14. Soil Carbon: Compositional and Isotopic Analysis

    Energy Technology Data Exchange (ETDEWEB)

    Moran, James J.; Alexander, M. L.; Laskin, Alexander

    2016-11-01

    This is a short chapter to be included in the next edition of the Encyclopedia of Soil Science. The work here describes techniques being developed at PNNL for investigating organic carbon in soils. Techniques discussed include: laser ablation isotope ratio mass spectrometry, laser ablation aerosol mass spectrometry, and nanospray desorption electrospray ionization mass spectrometry.

  15. Carbon isotopes in biological carbonates: Respiration and photosynthesis

    Science.gov (United States)

    McConnaughey, Ted A.; Burdett, Jim; Whelan, Joseph F.; Paull, Charles K.

    1997-02-01

    Respired carbon dioxide is an important constituent in the carbonates of most air breathing animals but is much less important in the carbonates of most aquatic animals. This difference is illustrated using carbon isotope data from freshwater and terrestrial snails, ahermatypic corals, and chemoautotrophic and methanotrophic pelecypods. Literature data from fish otoliths and bird and mammal shell and bone carbonates are also considered. Environmental CO 2/O 2 ratios appear to be the major controlling variable. Atmospheric CO 2/O 2 ratios are about thirty times lower than in most natural waters, hence air breathing animals absorb less environmental CO 2 in the course of obtaining 0 2. Tissue CO 2 therefore, does not isotopically equilibrate with environmental CO 2 as thoroughly in air breathers as in aquatic animals, and this is reflected in skeletal carbonates. Animals having efficient oxygen transport systems, such as vertebrates, also accumulate more respired CO 2 in their tissues. Photosynthetic corals calcify mainly during the daytime when photosynthetic CO 2 uptake is several times faster than respiratory CO 2 release. Photosynthesis, therefore, affects skeletal δ13C more strongly than does respiration. Corals also illustrate how "metabolic" effects on skeletal isotopic composition can be estimated, despite the presence of much larger "kinetic" isotope effects.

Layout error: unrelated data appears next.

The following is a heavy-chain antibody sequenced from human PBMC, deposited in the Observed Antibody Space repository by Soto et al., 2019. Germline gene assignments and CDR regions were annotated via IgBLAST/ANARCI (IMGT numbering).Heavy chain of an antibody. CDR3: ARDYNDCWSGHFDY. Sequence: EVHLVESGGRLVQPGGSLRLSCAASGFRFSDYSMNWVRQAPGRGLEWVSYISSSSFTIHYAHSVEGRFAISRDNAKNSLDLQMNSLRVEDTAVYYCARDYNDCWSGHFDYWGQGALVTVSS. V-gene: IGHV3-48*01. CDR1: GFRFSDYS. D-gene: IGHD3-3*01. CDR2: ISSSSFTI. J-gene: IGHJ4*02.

16. Fractionation behavior of chromium isotopes during coprecipitation with calcium carbonate

    DEFF Research Database (Denmark)

    Rodler, Alexandra; Sánchez-Pastor, Nuria; Fernández-Díaz, Lurdes

    2015-01-01

    Interest in chromium (Cr) isotope incorporation into carbonates arises from the observation that Cr isotopic composition of carbonates could be used as a paleoclimate proxy to elucidate past fluctuations of oxygen contents in atmosphere and hydrosphere. The use of Cr isotopes to track paleoenviro......Interest in chromium (Cr) isotope incorporation into carbonates arises from the observation that Cr isotopic composition of carbonates could be used as a paleoclimate proxy to elucidate past fluctuations of oxygen contents in atmosphere and hydrosphere. The use of Cr isotopes to track...

  17. Biomineralization and the carbon isotope record

    International Nuclear Information System (INIS)

    Degens, E.T.; Ittekkot, V.; Kazmierczak, J.

    1986-01-01